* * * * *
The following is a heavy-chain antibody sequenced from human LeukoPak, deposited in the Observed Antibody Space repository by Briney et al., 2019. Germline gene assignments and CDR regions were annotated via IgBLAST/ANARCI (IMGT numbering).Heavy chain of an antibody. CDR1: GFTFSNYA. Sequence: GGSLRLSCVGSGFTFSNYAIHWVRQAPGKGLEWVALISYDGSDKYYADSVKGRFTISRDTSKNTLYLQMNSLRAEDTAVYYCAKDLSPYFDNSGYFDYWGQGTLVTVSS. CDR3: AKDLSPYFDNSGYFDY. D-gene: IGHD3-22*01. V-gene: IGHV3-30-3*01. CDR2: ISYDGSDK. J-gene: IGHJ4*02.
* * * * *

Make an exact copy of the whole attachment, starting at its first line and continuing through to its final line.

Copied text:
The following is a heavy-chain antibody sequenced from human LeukoPak, deposited in the Observed Antibody Space repository by Briney et al., 2019. Germline gene assignments and CDR regions were annotated via IgBLAST/ANARCI (IMGT numbering).Heavy chain of an antibody. CDR1: GFTFSNYA. Sequence: GGSLRLSCVGSGFTFSNYAIHWVRQAPGKGLEWVALISYDGSDKYYADSVKGRFTISRDTSKNTLYLQMNSLRAEDTAVYYCAKDLSPYFDNSGYFDYWGQGTLVTVSS. CDR3: AKDLSPYFDNSGYFDY. D-gene: IGHD3-22*01. V-gene: IGHV3-30-3*01. CDR2: ISYDGSDK. J-gene: IGHJ4*02.